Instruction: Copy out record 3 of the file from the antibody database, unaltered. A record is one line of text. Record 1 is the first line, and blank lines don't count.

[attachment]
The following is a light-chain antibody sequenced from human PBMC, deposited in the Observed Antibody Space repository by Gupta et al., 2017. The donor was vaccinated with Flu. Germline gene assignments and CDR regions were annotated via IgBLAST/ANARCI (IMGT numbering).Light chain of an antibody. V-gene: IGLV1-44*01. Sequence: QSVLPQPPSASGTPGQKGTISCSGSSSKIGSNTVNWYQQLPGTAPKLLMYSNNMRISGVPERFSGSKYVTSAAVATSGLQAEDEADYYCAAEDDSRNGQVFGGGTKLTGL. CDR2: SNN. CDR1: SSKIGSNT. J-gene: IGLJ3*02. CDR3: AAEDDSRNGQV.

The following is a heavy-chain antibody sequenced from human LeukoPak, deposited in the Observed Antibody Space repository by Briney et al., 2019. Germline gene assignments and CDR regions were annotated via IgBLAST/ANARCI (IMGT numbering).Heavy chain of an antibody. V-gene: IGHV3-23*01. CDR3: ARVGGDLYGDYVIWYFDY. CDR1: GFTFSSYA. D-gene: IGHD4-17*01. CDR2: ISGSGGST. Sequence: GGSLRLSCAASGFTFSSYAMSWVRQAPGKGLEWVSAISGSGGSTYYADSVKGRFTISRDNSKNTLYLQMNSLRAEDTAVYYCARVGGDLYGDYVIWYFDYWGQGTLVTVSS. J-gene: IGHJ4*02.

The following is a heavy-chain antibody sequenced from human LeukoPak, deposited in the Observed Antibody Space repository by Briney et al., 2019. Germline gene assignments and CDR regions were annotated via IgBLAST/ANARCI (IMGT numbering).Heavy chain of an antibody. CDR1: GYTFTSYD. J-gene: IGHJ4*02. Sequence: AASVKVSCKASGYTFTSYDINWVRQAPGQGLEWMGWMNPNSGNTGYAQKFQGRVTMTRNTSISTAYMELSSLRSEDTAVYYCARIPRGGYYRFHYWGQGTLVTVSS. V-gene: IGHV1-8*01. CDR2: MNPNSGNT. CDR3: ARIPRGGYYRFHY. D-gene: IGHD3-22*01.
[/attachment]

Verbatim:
The following is a heavy-chain antibody sequenced from human LeukoPak, deposited in the Observed Antibody Space repository by Briney et al., 2019. Germline gene assignments and CDR regions were annotated via IgBLAST/ANARCI (IMGT numbering).Heavy chain of an antibody. CDR1: GYTFTSYD. J-gene: IGHJ4*02. Sequence: AASVKVSCKASGYTFTSYDINWVRQAPGQGLEWMGWMNPNSGNTGYAQKFQGRVTMTRNTSISTAYMELSSLRSEDTAVYYCARIPRGGYYRFHYWGQGTLVTVSS. V-gene: IGHV1-8*01. CDR2: MNPNSGNT. CDR3: ARIPRGGYYRFHY. D-gene: IGHD3-22*01.